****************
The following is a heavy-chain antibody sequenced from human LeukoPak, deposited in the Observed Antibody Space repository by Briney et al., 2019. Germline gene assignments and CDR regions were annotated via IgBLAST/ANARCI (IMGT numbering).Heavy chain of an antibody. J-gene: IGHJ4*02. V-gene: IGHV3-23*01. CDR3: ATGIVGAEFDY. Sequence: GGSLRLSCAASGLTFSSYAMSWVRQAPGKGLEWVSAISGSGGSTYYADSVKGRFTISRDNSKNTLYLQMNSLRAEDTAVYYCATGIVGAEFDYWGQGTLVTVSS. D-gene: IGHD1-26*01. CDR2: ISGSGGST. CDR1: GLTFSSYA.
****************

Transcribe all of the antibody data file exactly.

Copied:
The following is a heavy-chain antibody sequenced from human LeukoPak, deposited in the Observed Antibody Space repository by Briney et al., 2019. Germline gene assignments and CDR regions were annotated via IgBLAST/ANARCI (IMGT numbering).Heavy chain of an antibody. J-gene: IGHJ4*02. V-gene: IGHV3-23*01. CDR3: ATGIVGAEFDY. Sequence: GGSLRLSCAASGLTFSSYAMSWVRQAPGKGLEWVSAISGSGGSTYYADSVKGRFTISRDNSKNTLYLQMNSLRAEDTAVYYCATGIVGAEFDYWGQGTLVTVSS. D-gene: IGHD1-26*01. CDR2: ISGSGGST. CDR1: GLTFSSYA.